Canon has not been at the forefront of imaging sensor development for a while, but this new development may change that.
If you have been into photography for any length of time you should likely understand the idea that generally bigger is better when it comes to imaging sensor size. Smaller sensors have gotten pretty good over the years, but no matter what, cameras with larger sensors have always had that ‘anything you can do, I can do better’ leg up over cameras with smaller sensors. While most sensor manufacturers seem to be focusing on making their smaller sensors better and better, Canon has chosen to go the opposite and just make the worlds biggest ultra-sensitive CMOS sensor – which is a whopping 20cm square.
For those counting, that is an insane 40x the size of a standard 35mm full frame sensor. Thanks to some engineering trickery Canon was able to resolve some inherent problems with CMOS sensors of this size using a parallel processing circuit. The resulting sensor, an enormous silicon monstrosity, can capture 60 FPS video with only 0.3 lux of illumination. This is, roughly, the same amount of light that is reflected on the earth by a full moon. This feat, until now, was not possible; and Canon is already touting its uses for ultra-high sensitivity applications such as video recording celestial objects, nocturnal animal behavior, auroras, and Nightwatch cameras.
But let’s be frank here for a minute; unless Canon plans to release a new large format camera system, which it does not, why should we care about this at all? Well, because like all companies, innovation at Canon trickles down. So, the things that Canon has learned in producing this sensor can be utilized to improve their smaller sensors, and by extension, your next camera. But let’s even set aside current Canon products and talk about some fun potential for derivative sensors of this beast.
For example, what if Canon joined Fujifilm and Hasselblad with a mirrorless medium format system based around a sensor utilizing what they learned building this beast. But not the ‘crop medium format’ that Fujifilm and Hasselblad use, but a true 6×4.5 or 6×6 sensor. This could be a practical use for the technology on the professional/consumer level. Do I think they will actually do something like this, no, but it could be a cool application for this tech.
But in terms of things they could actually do to utilize this tech within the current bounds of their products, let’s look no further than the Sony A7s series of cameras. In theory, Canon could utilize what they learned making this huge 20cm sensor and apply that to 35mm full-frame sensor, giving them their own A7s competitor sensor. This may not be something that would be a huge pull for them in terms of actual interest from a majority of the population, but what it would do, assuming it was able to truly compete or beat the A7s II (or III), would give them some very sorely needed PR/Marketing ammo in their current fight with Sony.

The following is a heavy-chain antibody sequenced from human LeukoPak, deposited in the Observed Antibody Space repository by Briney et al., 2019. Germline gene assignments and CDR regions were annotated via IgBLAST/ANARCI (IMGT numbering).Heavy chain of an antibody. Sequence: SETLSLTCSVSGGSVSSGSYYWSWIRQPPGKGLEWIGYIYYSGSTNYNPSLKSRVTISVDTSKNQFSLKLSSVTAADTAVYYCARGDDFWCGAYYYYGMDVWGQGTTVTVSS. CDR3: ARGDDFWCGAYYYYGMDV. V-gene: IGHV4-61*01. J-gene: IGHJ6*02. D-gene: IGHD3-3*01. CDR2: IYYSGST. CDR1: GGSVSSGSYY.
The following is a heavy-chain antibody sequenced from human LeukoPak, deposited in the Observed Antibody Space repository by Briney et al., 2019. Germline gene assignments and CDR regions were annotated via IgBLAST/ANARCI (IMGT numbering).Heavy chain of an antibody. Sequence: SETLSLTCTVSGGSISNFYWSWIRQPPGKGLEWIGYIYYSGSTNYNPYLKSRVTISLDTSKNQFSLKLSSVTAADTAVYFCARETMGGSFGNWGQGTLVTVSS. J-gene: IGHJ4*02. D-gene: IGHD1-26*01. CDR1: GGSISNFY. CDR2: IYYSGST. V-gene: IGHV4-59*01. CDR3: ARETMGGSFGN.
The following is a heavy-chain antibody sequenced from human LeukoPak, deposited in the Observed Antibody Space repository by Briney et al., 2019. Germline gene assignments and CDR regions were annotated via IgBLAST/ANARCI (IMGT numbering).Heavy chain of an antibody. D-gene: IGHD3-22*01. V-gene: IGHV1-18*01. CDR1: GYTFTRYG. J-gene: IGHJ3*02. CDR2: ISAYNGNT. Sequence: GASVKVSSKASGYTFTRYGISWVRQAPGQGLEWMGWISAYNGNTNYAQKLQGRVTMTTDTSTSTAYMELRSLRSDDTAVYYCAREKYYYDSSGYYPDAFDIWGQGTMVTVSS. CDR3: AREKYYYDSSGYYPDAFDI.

Right now, in the sensor world, everyone is talking about what Sony is doing. This is for a good reason, for a while now they have been innovating and pushing those limits to deserve the attention. But the result, compounded by their inability to adjust their strategies, has been this general perception that Canon’s sensor tech is inferior to that of Sony. Is it true? That depends on what aspects of the sensor you are talking about, and what is important to you – but it’s safe to say that Sony definitely has the ‘hearts and minds’ of the people right now.
However if Canon were able to come to market with some impressive tech like this, that competes with what Sony is doing on the consumer level, they just may have a chance to stop the bleeding. Honestly, consumers don’t care much about these sort of grand one-off modern marvel projects. They want to see cool tech that they can actually use, that can actually make their life or their job easier. As cool as this Canon sensor is, it is not helping consumers in their daily lives at all. This is one thing that Sony has done very well; not only have their innovations been impressive, but they have been impressive on the consumer level, in ways that consumers can see and interact with.
But Canon is over here by itself playing the ‘but ours is bigger’ game.
So, in my humble opinion, maybe Canon should put the tape measure away and start producing some sensors worthy of this level of attention on the consumer level.